The portal system carries the CRH to the anterior lobe of the pituitary, where it stimulates corticotropes to secrete ... from neurosecretory terminals of these neurons into the primary capillary plexus of the hypothalamo-hypophyseal portal system. ... Its main function is the stimulation of the pituitary synthesis of ACTH, as part of the HPA Axis. Corticotropin-releasing ... Paul, William E. (September 1993). "Infectious Diseases and the Immune System". Scientific American. 269 (3): 112. Bibcode: ...
... release-inhibiting hormones-which are released to the hypothalamo-hypophyseal portal system and act on the anterior pituitary. ... In turn, the hypothalamus controls the release of hormones from the anterior pituitary by secreting a class of hypothalamic ... Most tropic hormones are produced and secreted by the anterior pituitary. The hypothalamus secretes tropic hormones that target ... Tropic hormones from the anterior pituitary include: Thyroid-stimulating hormone (TSH or thyrotropin) - stimulates the thyroid ...
... pituitary gland, posterior MeSH A06.407.900 --- thyroid gland MeSH A06.688.357 --- hypothalamo-hypophyseal system MeSH A06.688. ... pituitary-adrenal system MeSH A06.407.747 --- pituitary gland MeSH A06.407.747.608 --- pituitary gland, anterior MeSH A06.407. ... pituitary gland, anterior MeSH A06.688.357.750.734 --- pituitary gland, posterior MeSH A06.688.733 --- pineal gland. ... 357.500 --- median eminence MeSH A06.688.357.750 --- pituitary gland MeSH A06.688.357.750.700 --- ...
... and is carried by the hypothalamo-hypophyseal portal system to the anterior pituitary gland, where it stimulates growth hormone ... and is carried by the hypothalamo-hypophysial portal circulation to the anterior pituitary where it inhibits GH secretion. ... GHRH stimulates GH production and release by binding to the GHRH Receptor (GHRHR) on cells in the anterior pituitary. The GHRHR ... 1-29-Albumin Bioconjugates Activate the GRF Receptor on the Anterior Pituitary in Rats: Identification of CJC-1295 as a Long- ...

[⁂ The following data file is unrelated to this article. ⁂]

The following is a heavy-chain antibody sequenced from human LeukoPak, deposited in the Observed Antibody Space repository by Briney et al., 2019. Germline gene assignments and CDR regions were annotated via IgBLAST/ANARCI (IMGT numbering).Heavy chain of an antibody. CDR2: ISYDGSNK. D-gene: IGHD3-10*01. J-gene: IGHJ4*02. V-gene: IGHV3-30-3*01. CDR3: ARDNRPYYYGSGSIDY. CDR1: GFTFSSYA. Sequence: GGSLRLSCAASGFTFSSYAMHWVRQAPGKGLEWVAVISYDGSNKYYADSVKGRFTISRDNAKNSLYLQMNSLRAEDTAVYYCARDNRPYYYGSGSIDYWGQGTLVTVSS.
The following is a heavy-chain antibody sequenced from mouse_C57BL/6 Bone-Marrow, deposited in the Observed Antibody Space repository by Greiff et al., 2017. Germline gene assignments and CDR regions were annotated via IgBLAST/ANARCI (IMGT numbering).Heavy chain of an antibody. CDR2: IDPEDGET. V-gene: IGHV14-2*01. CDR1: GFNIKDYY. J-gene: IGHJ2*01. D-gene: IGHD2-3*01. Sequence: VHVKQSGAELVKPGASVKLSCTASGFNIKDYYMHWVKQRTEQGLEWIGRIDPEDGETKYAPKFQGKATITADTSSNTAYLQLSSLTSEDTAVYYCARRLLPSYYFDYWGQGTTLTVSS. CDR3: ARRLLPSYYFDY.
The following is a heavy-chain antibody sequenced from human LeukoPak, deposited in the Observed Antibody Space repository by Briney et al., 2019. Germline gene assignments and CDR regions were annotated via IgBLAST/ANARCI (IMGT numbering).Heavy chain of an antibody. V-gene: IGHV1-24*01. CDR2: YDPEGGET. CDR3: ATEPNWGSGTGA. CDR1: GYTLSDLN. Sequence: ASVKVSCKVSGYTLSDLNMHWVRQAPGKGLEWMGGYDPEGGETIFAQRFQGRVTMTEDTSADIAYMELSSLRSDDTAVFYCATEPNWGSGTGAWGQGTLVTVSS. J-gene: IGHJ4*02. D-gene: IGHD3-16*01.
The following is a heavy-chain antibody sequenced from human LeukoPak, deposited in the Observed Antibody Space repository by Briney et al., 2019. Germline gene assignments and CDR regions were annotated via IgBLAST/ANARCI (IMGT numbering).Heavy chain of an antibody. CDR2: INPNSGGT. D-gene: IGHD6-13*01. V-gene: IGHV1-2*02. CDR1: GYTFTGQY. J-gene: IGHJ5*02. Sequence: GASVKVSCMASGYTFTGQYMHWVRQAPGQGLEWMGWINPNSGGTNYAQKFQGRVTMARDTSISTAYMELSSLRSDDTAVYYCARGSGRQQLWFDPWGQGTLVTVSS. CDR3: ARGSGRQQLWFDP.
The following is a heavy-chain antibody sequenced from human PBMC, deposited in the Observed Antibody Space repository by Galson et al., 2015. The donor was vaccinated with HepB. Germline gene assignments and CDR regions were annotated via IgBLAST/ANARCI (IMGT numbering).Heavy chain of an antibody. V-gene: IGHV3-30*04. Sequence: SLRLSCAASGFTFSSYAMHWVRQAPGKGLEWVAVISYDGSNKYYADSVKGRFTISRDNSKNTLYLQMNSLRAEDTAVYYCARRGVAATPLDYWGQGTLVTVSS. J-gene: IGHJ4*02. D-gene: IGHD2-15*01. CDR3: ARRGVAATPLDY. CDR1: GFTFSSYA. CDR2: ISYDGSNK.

This vascular relationship constitutes the hypothalamo-hypophyseal portal system. Diffusing out of the second capillary bed, ... Anterior[edit]. Main article: Anterior pituitary. The anterior pituitary arises from an invagination of the oral ectoderm and ... Anterior[edit]. The anterior pituitary synthesizes and secretes hormones. All releasing hormones (-RH) referred to, can also be ... The anterior pituitary is typically divided into two regions, a more anterior rostral portion and a posterior proximal portion ...
... hypothalamo-hypophyseal system MeSH A08.186.211.730.385.357.352.435.249 --- median eminence MeSH A08.186.211.730.385.357. ... pituitary gland MeSH A08.713.357.750.700 --- pituitary gland, anterior MeSH A08.713.357.750.734 --- pituitary gland, posterior ... 352.435.500 --- pituitary gland MeSH A08.186.211.730.385.357.352.435.500.700 --- pituitary gland, anterior MeSH A08.186.211.730 ... anterior MeSH A08.186.211.730.385.357.342.063 --- anterior hypothalamic nucleus MeSH A08.186.211.730.385.357.342.400 --- ...
... the hypothalamo-hypophyseal portal vessels). Other Control Mechanisms Aside from hypothalamic control of the anterior pituitary ... A major organ of the endocrine system, the anterior pituitary (also called the adenohypophysis or pars anterior), is the ... The anterior pituitary is the anterior, glandular lobe of the pituitary gland. Tropic hormones Pituitary adenoma Triple bolus ... glandular anterior pituitary is distinct from the neural composition of the posterior pituitary. The anterior pituitary is ...
These vessels, the hypothalamo-hypophysial portal vessels, carry the hypothalamic factors to the anterior pituitary, where they ... Hypothalamic-pituitary-gonadal axis (HPG axis) Hypothalamic-neurohypophyseal system The endocrine system consists of numerous ... the anterior pituitary and the posterior pituitary. The hypothalamus controls the anterior pituitary's hormone secretion by ... The hypothalamic-pituitary-thyroid axis consists of hypothalamic thyrotropin-releasing hormone (TRH); the anterior pituitary ...